As discussed previously in other posts, the areas of the brain that ‘govern’ self actually use up a disproportionate amount of metabolic resources – the Default Mode Network has been shown to rely on costly upkeep even whilst the brain is supposedly ‘at rest’. And of this network, the Posterior Cingulate is perhaps the most demanding structure in consuming this energy. So it is true to say that it requires feeding. Think about that. The ‘self’ is a hungry construct, and the PCC has a large appetite. It is as if to say the brain has evolved a self that has priority towards preservation of it’s own (selfish) integrity. And it will do anything, like a spoilt and needy child, to feed it’s hunger, to keep itself at the centre of attention, and will mither its ‘parent’ to attend to it even when other more pressing matters require focus. (Again I have talked about how performance on cognitive tasks suffers when attention reverts to / is distracted by thoughts that have the self at basis – ‘mind wandering’.)
The only way to discipline a child of this phenotype seems to be to not give it what it wants, to divert attention towards more productive goals that in the long run benefit the system (brain) as a whole. Which takes resolve of course, lest one succumb to the ‘easy route’ of giving it what it wants. Consequently, the ‘child’ will hopefully grow up (leaving it’s needy ‘self’ behind), and become a mature and collaborative ‘selfless’ being that no longer drains it’s parents resources! The positives of engaging in ‘flow states’ or peak or spiritual experiences in which the self/ego seem to dissolve (i.e. by virtue of metabolic resources NOT being overly invested in these ‘self-embellishing’ brain areas) are well documented. And indeed one might argue the basis for spiritual development and personal growth does appear to rest in this reduction of self-centredness. In terms of ‘enlightenment’ or the ultimate goal to be attained at a personal and perhaps cultural level, might be said to be the abolishing of ‘self’ entirely. For then one can become more connected with the ‘whole’ (selfless and community-spirited).
Which comes back to the point being missed apparently in the discussion I attended. Why should one fear losing one’s ‘consciousness’ or ‘self’, and seek to preserve it for all eternity? Thinking about it in terms of addiction, craving, the self represents an overcommitment of metabolic resources, and a false promise of reward for being complicit in its sustenance. On the other hand, to recognise that it isn’t even a concrete ‘thing’, that we spend a large proportion of our lives absent of self, not unduly bothered by that, and even profiting because of this absence, is to get the point. We sleep and rest from our ‘self’. Many of us may not realise the extent to which we are trapped within our’self’. In a spiralling pattern of rumination, habit and addiction. And to have moments where the self retreats, the brain spends it’s resources on more productive ends, and recoups benefits in kind, is to in fact be blessed. There is nothing to fear: if anything we want to rejoice in the end of a lifetime governed by habit, a brain behaving as an undisciplined child, in it purely for itself. We want to be liberated, and welcome the prospect that this will eventually, inevitably be the case.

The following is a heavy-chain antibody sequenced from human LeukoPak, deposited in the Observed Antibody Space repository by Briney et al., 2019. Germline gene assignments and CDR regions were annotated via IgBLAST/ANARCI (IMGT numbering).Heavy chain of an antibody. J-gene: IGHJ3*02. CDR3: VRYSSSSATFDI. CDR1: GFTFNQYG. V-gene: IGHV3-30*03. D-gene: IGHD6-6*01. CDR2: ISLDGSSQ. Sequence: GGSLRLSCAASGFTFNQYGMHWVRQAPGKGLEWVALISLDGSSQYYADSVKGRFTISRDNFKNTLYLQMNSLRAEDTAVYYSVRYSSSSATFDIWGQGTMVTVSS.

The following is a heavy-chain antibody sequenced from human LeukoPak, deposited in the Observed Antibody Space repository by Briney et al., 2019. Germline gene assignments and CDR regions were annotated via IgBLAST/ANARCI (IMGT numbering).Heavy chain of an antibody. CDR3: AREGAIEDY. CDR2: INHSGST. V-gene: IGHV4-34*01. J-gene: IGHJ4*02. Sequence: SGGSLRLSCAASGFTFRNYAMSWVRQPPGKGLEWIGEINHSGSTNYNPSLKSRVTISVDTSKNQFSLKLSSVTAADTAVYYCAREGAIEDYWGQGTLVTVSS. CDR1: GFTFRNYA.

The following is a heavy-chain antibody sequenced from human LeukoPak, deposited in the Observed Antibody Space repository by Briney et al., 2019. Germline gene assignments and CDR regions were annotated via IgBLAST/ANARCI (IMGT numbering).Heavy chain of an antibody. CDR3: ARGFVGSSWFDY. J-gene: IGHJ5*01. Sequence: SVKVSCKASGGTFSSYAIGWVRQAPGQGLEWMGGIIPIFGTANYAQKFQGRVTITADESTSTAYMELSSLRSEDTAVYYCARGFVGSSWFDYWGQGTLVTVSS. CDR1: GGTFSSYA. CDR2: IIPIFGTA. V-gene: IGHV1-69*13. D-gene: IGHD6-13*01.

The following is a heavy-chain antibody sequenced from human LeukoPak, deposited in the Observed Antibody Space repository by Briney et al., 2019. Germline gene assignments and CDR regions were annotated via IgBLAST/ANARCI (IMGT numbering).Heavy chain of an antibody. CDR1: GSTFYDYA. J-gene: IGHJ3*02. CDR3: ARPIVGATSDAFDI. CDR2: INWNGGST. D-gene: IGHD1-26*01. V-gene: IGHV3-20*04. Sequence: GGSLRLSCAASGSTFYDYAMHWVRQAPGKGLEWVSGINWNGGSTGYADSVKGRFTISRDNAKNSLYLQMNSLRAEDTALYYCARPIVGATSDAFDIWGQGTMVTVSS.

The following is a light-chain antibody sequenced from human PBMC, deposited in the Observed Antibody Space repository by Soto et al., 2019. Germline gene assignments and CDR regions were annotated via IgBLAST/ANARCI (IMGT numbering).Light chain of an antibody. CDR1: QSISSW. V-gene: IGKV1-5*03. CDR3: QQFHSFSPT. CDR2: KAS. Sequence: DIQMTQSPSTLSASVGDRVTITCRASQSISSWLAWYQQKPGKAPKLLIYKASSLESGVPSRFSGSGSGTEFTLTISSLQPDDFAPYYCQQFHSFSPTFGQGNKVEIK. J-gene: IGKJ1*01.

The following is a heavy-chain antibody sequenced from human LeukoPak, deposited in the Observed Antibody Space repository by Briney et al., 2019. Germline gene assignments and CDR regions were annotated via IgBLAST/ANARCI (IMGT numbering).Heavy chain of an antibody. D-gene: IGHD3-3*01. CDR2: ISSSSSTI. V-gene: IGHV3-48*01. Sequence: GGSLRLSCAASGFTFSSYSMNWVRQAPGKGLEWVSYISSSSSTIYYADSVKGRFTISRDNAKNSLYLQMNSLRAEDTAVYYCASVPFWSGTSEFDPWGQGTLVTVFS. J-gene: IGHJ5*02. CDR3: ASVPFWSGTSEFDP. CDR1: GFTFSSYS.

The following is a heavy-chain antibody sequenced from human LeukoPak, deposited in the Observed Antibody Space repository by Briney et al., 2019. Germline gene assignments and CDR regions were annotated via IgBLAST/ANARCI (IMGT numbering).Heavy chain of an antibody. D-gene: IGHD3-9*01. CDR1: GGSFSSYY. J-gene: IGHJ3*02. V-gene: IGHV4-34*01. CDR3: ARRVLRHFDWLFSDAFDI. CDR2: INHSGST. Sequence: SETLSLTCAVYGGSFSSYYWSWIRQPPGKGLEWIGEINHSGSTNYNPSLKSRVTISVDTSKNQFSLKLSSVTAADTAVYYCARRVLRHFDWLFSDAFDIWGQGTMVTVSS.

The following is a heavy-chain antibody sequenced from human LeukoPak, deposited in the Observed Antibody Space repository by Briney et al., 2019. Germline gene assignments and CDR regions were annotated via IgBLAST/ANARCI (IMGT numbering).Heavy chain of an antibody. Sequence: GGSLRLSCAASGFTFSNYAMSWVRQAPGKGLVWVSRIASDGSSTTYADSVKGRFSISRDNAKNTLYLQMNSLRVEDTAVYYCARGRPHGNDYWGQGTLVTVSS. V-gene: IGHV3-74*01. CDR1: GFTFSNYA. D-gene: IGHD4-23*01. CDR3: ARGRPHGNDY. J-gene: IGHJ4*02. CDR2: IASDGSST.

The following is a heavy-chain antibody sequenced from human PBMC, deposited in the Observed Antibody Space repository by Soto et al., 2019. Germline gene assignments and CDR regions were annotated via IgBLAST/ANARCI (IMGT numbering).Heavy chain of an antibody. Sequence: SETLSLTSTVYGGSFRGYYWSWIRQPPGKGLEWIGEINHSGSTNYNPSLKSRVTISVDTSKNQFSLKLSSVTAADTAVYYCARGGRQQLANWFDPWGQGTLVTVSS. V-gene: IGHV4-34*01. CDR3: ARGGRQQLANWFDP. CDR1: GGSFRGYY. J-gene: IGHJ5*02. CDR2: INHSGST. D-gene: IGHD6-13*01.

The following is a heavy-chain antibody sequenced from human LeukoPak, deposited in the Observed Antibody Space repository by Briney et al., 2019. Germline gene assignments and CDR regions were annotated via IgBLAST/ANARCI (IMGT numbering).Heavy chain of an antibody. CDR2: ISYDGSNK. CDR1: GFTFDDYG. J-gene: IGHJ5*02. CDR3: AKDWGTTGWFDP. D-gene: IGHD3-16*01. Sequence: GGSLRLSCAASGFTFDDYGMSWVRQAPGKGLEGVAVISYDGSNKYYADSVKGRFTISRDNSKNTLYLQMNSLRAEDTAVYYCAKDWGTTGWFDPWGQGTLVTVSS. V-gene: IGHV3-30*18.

On the matter of preserving one’s legacy for the good of all, now that’s a slightly different issue. By doing good deeds, for others, producing creative innovations and insights, lessons that others can benefit from, that is the true path to immortality. Shakespeare, da Vinci, Einstein, and countless others live on forever in the works they offered to humankind. Not for their personal ‘I’s, but for the selfless insights and products they generated (i.e. generated whilst in states that tuned down their self-perpetuating brain resources). With all this in mind, seek to understand that there is no profitable virtue in preserving the subjective ‘I’ for time immemorial. Do you really value your own perspective and opinion so much that you wish to proliferate it through the aeons? Do you really want to be bound to the confines of a centre of reference that effectivly limits itself to one 'point' space-time (abeit frozen and paralysed forever)? Or is it not more appealing to release your dependence on such a construct and bounded notion and set free the bird from the illusory gilded cage and out into the all-encompassing boundlessness of a selfless universe…(!)
If the former still resonates most strongly, then, as Crowded House might melodically intone, ask loudly: “can I have another piece of chocolate cake?”
References: see previous post on 'Negative Psychology'
The science of cognition and perception in context
This is where I elaborate upon brain science relating to cognitive functioning dependent on environmental context.